Today, if you talk to many people in the social media, they cite that law as really being the key that unleashed modern investment in the social media because if you ran a Web site or a blog, you knew you wouldn't be held secondarily liable for something you couldn't control. I think it is fair to say that Congressman Cox and I, we were intoxicated about the fact that we had written this law, upheld by the Supreme Court, and we thought about what ought to go next in terms of trying to lay out a framework, as I indicated, to tap the full potential of the Net. Early on in our discussions, we came across a situation with respect to taxing the Internet that was particularly troubling. What we found was that if someone bought a subscription to a newspaper and they bought the online edition, they got hit with a big tax. But if they bought the offline edition--what we call now the snail-mail edition--they didn't get taxed. Congressman Cox and I said then that this is not going to help promote innovation. That is not going to allow the Internet to grow. It is just plain discrimination. It is discriminating against the Internet. It is singling the Internet out. You have to pay taxes for the online edition of the publication but you don't have to pay a tax if you buy the snail-mail edition. We wrote the Internet Tax Freedom Act to protect the openness and viability of the Net for the platform for commerce speech and the exchange of ideas.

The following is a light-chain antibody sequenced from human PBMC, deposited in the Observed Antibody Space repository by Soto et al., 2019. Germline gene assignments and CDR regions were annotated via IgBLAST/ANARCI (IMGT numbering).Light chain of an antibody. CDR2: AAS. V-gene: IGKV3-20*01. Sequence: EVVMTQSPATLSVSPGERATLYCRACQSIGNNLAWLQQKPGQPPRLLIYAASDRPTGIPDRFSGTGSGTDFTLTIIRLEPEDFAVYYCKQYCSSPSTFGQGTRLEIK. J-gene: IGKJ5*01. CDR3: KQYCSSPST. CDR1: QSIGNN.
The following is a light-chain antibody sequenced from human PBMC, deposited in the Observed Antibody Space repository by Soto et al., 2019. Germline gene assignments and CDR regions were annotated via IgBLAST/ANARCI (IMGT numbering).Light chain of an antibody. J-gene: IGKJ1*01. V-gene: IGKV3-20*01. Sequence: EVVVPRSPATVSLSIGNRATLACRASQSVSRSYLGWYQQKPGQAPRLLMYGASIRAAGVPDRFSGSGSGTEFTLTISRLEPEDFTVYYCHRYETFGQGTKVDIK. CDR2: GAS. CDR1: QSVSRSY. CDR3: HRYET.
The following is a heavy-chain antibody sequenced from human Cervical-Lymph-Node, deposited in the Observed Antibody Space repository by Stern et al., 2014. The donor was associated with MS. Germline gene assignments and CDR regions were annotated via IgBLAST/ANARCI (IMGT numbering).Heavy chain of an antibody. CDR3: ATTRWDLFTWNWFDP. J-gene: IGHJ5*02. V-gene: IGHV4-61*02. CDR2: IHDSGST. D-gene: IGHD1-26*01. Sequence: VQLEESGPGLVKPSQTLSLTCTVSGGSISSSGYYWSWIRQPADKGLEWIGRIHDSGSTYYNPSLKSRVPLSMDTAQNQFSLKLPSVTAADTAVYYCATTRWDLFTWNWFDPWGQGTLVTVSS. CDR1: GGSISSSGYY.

As both Senator Thune and I have seen over our years of working together on this, this has become important to the millions of American citizens and businesses who depend on the Net. I think it would be fair to say--Senator Thune and I discussed this--it is likely the Internet would be subject to the same level of punitive taxation that is currently inflicted on wireless services without the legislation we wrote. Without the Internet Tax Freedom Act, access to information in America would no longer be tax-free--access to online communication would no longer be tax-free. Access to the global marketplace so crucial to America's economic future would no longer be tax-free. The cost to consumers could be hundreds of dollar a year per household, which certainly is a burden to many working-class families who right now are walking on an economic tightrope trying to balance the food against the fuel and the fuel against the college costs and all of the challenges we know for working-class families in Wisconsin, Oregon, and across the country.